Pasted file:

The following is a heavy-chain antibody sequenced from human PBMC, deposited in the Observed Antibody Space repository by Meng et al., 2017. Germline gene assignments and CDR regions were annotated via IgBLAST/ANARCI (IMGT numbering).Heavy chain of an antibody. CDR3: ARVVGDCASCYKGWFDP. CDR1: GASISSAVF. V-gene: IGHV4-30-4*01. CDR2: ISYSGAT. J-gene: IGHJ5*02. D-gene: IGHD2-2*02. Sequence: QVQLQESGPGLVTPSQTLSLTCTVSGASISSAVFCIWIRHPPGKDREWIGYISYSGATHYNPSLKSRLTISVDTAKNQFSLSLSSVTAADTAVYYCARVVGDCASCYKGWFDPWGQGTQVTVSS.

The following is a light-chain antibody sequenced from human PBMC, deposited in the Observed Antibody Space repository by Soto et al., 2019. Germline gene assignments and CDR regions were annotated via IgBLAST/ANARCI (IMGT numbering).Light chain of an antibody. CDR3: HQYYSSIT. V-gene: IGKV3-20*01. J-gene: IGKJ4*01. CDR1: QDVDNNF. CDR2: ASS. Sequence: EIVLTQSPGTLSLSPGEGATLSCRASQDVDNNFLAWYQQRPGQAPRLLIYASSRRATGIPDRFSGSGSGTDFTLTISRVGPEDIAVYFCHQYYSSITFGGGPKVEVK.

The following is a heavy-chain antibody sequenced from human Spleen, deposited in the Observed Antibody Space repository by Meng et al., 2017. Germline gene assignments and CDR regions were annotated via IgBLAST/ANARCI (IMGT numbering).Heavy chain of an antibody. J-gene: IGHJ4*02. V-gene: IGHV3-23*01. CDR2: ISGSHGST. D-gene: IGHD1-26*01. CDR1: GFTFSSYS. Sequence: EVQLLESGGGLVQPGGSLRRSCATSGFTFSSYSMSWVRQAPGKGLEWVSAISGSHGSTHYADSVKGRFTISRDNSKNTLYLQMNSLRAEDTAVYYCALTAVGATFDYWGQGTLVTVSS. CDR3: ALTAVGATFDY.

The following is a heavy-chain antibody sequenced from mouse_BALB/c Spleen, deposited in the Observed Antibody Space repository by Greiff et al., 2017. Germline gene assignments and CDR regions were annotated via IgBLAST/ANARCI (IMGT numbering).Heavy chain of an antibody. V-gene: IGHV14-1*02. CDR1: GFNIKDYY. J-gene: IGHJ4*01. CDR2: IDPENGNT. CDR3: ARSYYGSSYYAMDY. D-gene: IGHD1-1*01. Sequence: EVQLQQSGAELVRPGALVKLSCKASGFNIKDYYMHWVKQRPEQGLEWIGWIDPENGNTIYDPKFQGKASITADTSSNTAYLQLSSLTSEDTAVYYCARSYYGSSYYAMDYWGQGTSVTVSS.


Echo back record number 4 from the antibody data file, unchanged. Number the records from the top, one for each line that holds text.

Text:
The following is a heavy-chain antibody sequenced from mouse_BALB/c Spleen, deposited in the Observed Antibody Space repository by Greiff et al., 2017. Germline gene assignments and CDR regions were annotated via IgBLAST/ANARCI (IMGT numbering).Heavy chain of an antibody. V-gene: IGHV14-1*02. CDR1: GFNIKDYY. J-gene: IGHJ4*01. CDR2: IDPENGNT. CDR3: ARSYYGSSYYAMDY. D-gene: IGHD1-1*01. Sequence: EVQLQQSGAELVRPGALVKLSCKASGFNIKDYYMHWVKQRPEQGLEWIGWIDPENGNTIYDPKFQGKASITADTSSNTAYLQLSSLTSEDTAVYYCARSYYGSSYYAMDYWGQGTSVTVSS.